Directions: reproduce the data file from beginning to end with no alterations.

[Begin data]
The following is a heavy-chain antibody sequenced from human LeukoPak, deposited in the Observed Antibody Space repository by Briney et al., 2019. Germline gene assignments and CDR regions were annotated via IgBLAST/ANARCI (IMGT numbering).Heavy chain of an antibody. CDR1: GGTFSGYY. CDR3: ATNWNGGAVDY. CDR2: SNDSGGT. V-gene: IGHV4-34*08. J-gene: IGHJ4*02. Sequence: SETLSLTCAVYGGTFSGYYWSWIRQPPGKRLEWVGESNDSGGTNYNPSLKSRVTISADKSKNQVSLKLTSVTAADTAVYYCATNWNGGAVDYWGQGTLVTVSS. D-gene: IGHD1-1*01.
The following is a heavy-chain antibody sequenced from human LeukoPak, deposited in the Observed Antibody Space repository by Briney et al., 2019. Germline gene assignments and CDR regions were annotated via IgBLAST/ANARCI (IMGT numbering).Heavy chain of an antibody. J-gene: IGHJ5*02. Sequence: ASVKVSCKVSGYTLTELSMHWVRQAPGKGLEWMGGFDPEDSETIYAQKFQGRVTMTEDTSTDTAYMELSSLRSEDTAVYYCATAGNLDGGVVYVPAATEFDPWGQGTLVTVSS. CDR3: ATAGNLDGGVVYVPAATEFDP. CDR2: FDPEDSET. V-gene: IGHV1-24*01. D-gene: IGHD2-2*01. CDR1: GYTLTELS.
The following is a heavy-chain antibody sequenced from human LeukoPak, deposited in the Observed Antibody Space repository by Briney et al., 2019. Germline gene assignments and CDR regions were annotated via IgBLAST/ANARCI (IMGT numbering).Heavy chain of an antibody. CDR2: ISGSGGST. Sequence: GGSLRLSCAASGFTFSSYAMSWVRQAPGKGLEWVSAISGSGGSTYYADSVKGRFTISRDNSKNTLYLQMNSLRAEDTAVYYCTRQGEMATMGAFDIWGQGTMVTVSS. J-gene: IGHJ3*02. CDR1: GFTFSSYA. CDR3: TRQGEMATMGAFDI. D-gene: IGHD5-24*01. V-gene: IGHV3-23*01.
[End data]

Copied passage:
The following is a heavy-chain antibody sequenced from human LeukoPak, deposited in the Observed Antibody Space repository by Briney et al., 2019. Germline gene assignments and CDR regions were annotated via IgBLAST/ANARCI (IMGT numbering).Heavy chain of an antibody. CDR1: GGTFSGYY. CDR3: ATNWNGGAVDY. CDR2: SNDSGGT. V-gene: IGHV4-34*08. J-gene: IGHJ4*02. Sequence: SETLSLTCAVYGGTFSGYYWSWIRQPPGKRLEWVGESNDSGGTNYNPSLKSRVTISADKSKNQVSLKLTSVTAADTAVYYCATNWNGGAVDYWGQGTLVTVSS. D-gene: IGHD1-1*01.
The following is a heavy-chain antibody sequenced from human LeukoPak, deposited in the Observed Antibody Space repository by Briney et al., 2019. Germline gene assignments and CDR regions were annotated via IgBLAST/ANARCI (IMGT numbering).Heavy chain of an antibody. J-gene: IGHJ5*02. Sequence: ASVKVSCKVSGYTLTELSMHWVRQAPGKGLEWMGGFDPEDSETIYAQKFQGRVTMTEDTSTDTAYMELSSLRSEDTAVYYCATAGNLDGGVVYVPAATEFDPWGQGTLVTVSS. CDR3: ATAGNLDGGVVYVPAATEFDP. CDR2: FDPEDSET. V-gene: IGHV1-24*01. D-gene: IGHD2-2*01. CDR1: GYTLTELS.
The following is a heavy-chain antibody sequenced from human LeukoPak, deposited in the Observed Antibody Space repository by Briney et al., 2019. Germline gene assignments and CDR regions were annotated via IgBLAST/ANARCI (IMGT numbering).Heavy chain of an antibody. CDR2: ISGSGGST. Sequence: GGSLRLSCAASGFTFSSYAMSWVRQAPGKGLEWVSAISGSGGSTYYADSVKGRFTISRDNSKNTLYLQMNSLRAEDTAVYYCTRQGEMATMGAFDIWGQGTMVTVSS. J-gene: IGHJ3*02. CDR1: GFTFSSYA. CDR3: TRQGEMATMGAFDI. D-gene: IGHD5-24*01. V-gene: IGHV3-23*01.